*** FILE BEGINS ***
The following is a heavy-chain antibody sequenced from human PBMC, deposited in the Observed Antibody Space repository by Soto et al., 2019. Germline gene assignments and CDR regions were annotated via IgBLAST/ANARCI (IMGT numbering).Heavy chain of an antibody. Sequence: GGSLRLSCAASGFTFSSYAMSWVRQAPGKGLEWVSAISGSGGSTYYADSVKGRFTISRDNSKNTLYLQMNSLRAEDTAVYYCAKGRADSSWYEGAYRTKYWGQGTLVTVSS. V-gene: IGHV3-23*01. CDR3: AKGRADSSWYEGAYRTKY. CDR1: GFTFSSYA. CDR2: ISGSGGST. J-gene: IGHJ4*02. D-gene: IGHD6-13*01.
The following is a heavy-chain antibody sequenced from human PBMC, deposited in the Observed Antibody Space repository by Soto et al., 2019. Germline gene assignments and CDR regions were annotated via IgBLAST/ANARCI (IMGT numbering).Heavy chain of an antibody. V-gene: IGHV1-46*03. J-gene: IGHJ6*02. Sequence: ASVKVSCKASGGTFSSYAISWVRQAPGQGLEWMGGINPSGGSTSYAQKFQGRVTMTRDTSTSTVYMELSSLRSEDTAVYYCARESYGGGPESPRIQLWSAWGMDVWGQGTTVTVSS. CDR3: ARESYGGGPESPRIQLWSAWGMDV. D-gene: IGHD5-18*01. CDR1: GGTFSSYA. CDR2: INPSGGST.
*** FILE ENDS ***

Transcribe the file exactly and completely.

The following is a heavy-chain antibody sequenced from human PBMC, deposited in the Observed Antibody Space repository by Soto et al., 2019. Germline gene assignments and CDR regions were annotated via IgBLAST/ANARCI (IMGT numbering).Heavy chain of an antibody. Sequence: GGSLRLSCAASGFTFSSYAMSWVRQAPGKGLEWVSAISGSGGSTYYADSVKGRFTISRDNSKNTLYLQMNSLRAEDTAVYYCAKGRADSSWYEGAYRTKYWGQGTLVTVSS. V-gene: IGHV3-23*01. CDR3: AKGRADSSWYEGAYRTKY. CDR1: GFTFSSYA. CDR2: ISGSGGST. J-gene: IGHJ4*02. D-gene: IGHD6-13*01.
The following is a heavy-chain antibody sequenced from human PBMC, deposited in the Observed Antibody Space repository by Soto et al., 2019. Germline gene assignments and CDR regions were annotated via IgBLAST/ANARCI (IMGT numbering).Heavy chain of an antibody. V-gene: IGHV1-46*03. J-gene: IGHJ6*02. Sequence: ASVKVSCKASGGTFSSYAISWVRQAPGQGLEWMGGINPSGGSTSYAQKFQGRVTMTRDTSTSTVYMELSSLRSEDTAVYYCARESYGGGPESPRIQLWSAWGMDVWGQGTTVTVSS. CDR3: ARESYGGGPESPRIQLWSAWGMDV. D-gene: IGHD5-18*01. CDR1: GGTFSSYA. CDR2: INPSGGST.